For D-Day: Reagan’s Address to ‘The Boys of Pointe du Hoc’

The Allied invasion of Normandy was 76 years ago today. And to commentate it, I offer up not just one of the best speeches I’ve ever heard on the military, it’s one of my favorite pieces of presidential oratory ever. This is Ronald Reagan at the 40th anniversary event. Describing, as well as can be described, the stakes, the peril and the valor of the Army Rangers who climbed the cliffs with unimaginable enemy hellfire being reigned down upon them.  And when he says “These are the Boys of Pointe du Hoc,” and you realize the boys he’s referring to, seated off to his side, are in their 60s and most if not all are no longer with us, it’s impossible not to feel it in your soul.

And of course not just those Rangers, but the Poles who got out in front of the Allied advance as they pushed the German lines back. The Canadians who took Juno beach. And thousands upon thousands of others.

Just to embellish the speech a little, here’s a longer excerpt from the Stephen Spender poem “The Truly Great” that he references:

Near the snow, near the sun, in the highest fields,

See how these names are fêted by the waving grass

And by the streamers of white cloud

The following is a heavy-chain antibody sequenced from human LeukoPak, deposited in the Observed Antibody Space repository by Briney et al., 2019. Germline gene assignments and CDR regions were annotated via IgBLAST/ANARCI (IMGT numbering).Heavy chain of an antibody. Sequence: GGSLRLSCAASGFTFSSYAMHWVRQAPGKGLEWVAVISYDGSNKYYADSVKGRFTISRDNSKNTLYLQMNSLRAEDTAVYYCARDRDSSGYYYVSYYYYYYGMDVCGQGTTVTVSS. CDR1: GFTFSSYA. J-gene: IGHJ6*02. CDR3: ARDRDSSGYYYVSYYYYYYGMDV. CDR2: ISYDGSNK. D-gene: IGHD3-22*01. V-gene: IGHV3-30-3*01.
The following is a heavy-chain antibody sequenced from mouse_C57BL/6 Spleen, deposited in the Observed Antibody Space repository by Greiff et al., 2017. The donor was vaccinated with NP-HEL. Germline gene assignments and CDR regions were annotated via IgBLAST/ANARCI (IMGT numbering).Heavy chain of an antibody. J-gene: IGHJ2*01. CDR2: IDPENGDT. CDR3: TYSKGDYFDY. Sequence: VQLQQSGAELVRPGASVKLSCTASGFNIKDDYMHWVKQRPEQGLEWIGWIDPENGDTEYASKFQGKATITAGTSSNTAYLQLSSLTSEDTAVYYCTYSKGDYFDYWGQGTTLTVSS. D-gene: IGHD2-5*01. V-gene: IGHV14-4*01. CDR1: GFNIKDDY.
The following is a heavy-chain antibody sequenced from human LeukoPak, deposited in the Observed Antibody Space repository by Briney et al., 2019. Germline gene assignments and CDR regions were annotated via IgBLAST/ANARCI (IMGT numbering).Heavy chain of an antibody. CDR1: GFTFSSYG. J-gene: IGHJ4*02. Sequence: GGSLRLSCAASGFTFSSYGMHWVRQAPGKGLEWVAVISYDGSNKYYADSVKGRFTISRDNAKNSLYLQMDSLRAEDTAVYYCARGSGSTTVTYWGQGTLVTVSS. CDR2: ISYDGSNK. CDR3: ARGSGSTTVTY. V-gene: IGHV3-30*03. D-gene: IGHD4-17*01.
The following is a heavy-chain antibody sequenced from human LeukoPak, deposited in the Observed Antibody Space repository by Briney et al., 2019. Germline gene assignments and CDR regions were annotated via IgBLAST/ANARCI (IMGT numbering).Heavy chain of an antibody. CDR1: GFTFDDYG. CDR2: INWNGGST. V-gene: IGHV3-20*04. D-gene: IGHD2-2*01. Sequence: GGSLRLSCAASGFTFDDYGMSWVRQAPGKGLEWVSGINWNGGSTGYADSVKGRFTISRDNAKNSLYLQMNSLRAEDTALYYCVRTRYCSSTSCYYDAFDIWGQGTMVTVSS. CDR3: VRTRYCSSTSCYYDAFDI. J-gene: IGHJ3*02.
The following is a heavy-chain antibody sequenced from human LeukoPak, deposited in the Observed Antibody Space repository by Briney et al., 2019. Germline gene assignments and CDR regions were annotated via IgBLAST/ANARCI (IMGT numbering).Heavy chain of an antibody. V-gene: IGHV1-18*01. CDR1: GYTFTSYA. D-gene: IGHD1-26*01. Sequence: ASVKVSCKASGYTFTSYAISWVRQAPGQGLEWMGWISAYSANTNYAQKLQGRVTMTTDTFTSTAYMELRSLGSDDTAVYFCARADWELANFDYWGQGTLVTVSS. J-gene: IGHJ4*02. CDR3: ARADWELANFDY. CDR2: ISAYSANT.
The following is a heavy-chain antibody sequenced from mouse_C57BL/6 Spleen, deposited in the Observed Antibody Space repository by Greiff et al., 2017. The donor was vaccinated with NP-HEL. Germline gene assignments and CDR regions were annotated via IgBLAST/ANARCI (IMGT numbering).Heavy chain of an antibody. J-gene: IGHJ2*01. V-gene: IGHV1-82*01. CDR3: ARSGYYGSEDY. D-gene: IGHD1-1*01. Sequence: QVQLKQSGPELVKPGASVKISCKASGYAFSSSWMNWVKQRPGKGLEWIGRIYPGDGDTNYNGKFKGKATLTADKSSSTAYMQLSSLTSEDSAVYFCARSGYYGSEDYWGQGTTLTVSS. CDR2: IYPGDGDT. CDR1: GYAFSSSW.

And whispers of wind in the listening sky.

The names of those who in their lives fought for life,

Who wore at their hearts the fire’s centre.

Born of the sun, they travelled a short while toward the sun

And left the vivid air signed with their honour.

And the story of Billy Millin, he mentions, the soldier who led his fellow Scotsmen forward across Sword beach and straight into German fire blowing his bagpipes all the way, and his commander Lord Lovat who arrived at the bridge that was his unit’s assigned target and apologized for being late, is best immortalized in this song, one of my all time favorite Irish punk songs ever:

And just to round it out, this re-enactment of the climb up Pointe du Hoc by current Rangers, some packing the same gear that their predecessors wore when they came shore into Hell on Earth in 1944 and did nothing less than save the world: 

Nobody needs to be reminded we’re in a bad situation right now. But I think we could all use a reminder that the generations before us faced much, much worse. And it brought out the best the human spirit has to offer. Courage. Valor. Self-sacrifice. Impossible feats of endurance. And good triumphing over evil. Maybe today we can honor them by having 2020 bring out the best in us.